Internet Election

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During the 2004 presidential campaign, 63 million people used the Internet for political information, 43 million discussed politics via e-mail, and 13 million used the Internet to make campaign contributions or arrangements for volunteer efforts. For these reasons and more, this presidential race has been termed the Internet election. The Internet Election analyzes the unprecedented role of the Web in the 2004 presidential campaign. This volume responds to the drastically changing political landscape and, specifically, its effect on the Bush-Kerry race with an eye toward future elections. Leading political communication scholars cover campaign websites, grassroots organizing via the Internet, candidate e-mail strategies, blogs, online discourse about candidates' spouses, and the gendering of (other than presidential) candidates on websites. Political strategists and Internet enthusiasts, as well as political communication scholars and students, will welcome this well-researched and informative book.

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Editorial Reviews

This reader serves as an excellent primer for those interested in learning how the Internet was used in the 2004 campaign, as well as prospects for its use in future elections. Highly recommended. General readers, lower-division undergraduates through practitioners.
J. Gregory Payne
This book is a must-read. It outlines in detail the provocative power of new media—how it has been used and what to expect in the future. The authors represent the brain trust in the field and their work advances our understanding of the brave new intricately connected Web world of political communication.
This reader serves as an excellent primer for those interested in learning how the Internet was used in the 2004 campaign, as well as prospects for its use in future elections. Highly recommended. General readers, lower-division undergraduates through practitioners.
Political Studies Review, May 2009, Vol 7 No 2 - Besty Super
The broad scope of this book means that there is something for everyone.... This book will be useful for political communications readers.... As a teaching tool, selected chapters will be especially helpful for courses on campaigns and elections, providing students interested in studying the internet with much-needed context and scholarly sources.
Doris Graber
The Internet played an important and surprising role in the 2004 presidential election. For anyone eager to know how websites, chatrooms, blogs, meet-up forums and other features worked, The Internet Election is a gold mine of information. Its descriptions and analyses are essential reading for understanding what happened in 2004 and as background for judging the new developments anticipated for the 2008 presidential contest.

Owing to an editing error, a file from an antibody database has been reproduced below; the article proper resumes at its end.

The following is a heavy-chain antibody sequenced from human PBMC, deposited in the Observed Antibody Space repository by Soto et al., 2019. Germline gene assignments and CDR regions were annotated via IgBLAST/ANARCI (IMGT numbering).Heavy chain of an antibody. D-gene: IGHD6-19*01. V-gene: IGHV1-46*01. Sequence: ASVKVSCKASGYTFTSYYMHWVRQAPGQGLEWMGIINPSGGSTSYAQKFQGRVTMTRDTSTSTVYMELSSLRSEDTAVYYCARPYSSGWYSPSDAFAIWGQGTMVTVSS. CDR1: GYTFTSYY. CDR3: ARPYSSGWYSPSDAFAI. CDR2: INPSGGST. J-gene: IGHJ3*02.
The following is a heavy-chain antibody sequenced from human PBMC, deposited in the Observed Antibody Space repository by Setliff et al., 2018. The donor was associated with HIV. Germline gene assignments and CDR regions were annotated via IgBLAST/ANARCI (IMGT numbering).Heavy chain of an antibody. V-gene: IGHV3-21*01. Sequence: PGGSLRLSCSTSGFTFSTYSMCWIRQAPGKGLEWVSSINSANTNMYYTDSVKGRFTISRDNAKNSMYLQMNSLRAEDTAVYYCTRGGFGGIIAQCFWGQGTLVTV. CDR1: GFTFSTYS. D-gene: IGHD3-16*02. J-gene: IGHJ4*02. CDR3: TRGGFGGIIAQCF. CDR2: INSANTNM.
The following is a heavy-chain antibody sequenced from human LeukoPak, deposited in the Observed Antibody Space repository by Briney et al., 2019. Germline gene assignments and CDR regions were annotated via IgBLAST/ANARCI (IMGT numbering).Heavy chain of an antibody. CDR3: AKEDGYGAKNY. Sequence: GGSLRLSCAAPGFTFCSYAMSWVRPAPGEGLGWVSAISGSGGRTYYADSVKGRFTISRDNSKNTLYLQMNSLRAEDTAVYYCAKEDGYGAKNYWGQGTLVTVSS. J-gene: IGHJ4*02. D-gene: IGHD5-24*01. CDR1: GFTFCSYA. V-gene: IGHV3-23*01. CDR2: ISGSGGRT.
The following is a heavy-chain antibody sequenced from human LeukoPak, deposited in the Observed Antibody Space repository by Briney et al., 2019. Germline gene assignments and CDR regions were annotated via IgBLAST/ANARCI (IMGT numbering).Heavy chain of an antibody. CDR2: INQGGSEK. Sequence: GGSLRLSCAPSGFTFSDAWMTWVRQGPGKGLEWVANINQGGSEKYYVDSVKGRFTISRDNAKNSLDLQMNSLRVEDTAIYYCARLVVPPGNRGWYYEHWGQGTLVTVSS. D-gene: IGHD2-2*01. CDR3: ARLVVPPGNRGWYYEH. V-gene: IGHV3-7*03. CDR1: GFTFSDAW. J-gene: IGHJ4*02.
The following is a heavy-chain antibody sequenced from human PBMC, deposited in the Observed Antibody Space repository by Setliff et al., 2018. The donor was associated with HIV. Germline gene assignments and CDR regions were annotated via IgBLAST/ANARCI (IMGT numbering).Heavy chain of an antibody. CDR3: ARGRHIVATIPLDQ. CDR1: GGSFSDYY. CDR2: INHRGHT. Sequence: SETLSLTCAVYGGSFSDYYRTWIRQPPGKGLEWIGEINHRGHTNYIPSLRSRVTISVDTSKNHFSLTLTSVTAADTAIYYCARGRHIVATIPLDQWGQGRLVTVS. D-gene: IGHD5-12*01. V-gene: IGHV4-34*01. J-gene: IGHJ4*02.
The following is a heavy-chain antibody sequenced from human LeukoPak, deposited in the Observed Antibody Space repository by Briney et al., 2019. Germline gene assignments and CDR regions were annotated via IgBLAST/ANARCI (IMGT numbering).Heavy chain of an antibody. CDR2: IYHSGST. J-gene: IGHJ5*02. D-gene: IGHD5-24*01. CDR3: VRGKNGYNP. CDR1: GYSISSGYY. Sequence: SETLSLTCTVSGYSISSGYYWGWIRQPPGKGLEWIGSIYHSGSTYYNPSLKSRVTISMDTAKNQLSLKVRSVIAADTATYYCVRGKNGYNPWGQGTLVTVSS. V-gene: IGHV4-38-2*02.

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Product Details

  • ISBN-13: 9780742540958
  • Publisher: Rowman & Littlefield Publishers, Inc.
  • Publication date: 6/28/2006
  • Series: Communication, Media, and Politics Series
  • Pages: 226
  • Product dimensions: 0.63 (w) x 9.00 (h) x 6.00 (d)

Meet the Author

Andrew Paul Williams is assistant professor in the Department of Communication at Virginia Tech. John C. Tedesco is associate professor and director of graduate studies in the Department of Communication at Virginia Tech.

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Table of Contents

Chapter 1 Introduction Chapter 2 1 Campaign Finance Reform and the Internet: Regulating Web Messages in the 2004 Election and Beyond Chapter 3 2 Web Campaigning by U.S. Presidential Primary Candidates in 2000 and 2004 Chapter 4 3 Webstyles in 2004: The Gendering of Candidates on Campaign Web Sites? Chapter 5 4 Online Organization: Dean, Kerry, and Internet Politicking in the 2004 Iowa Caucus Chapter 6 5 Political Web Wars: The Use of the Internet for Political Advertising Chapter 7 6 Self-Referential and Opponent-Based Framing: Candidate E-Mail Strategies in Campaign 2004 Chapter 8 7 The Role of Campaign Web Sites in Promoting Candidates and Attracting Campaign Resources Chapter 9 8 Joy and Sorrow of Interactivity on the Campaign Trail: Blogs in the Primary Campaign of Howard Dean Chapter 10 9 The Blogging of the President Chapter 11 10 The Age of Reasons: Motives for Using Different Components of the Internet for Political Information Chapter 12 11 Discrediting Teresa: Wounded by Whispers on the Web Chapter 13 12 Web Interactivity and Young Adult Political Efficacy

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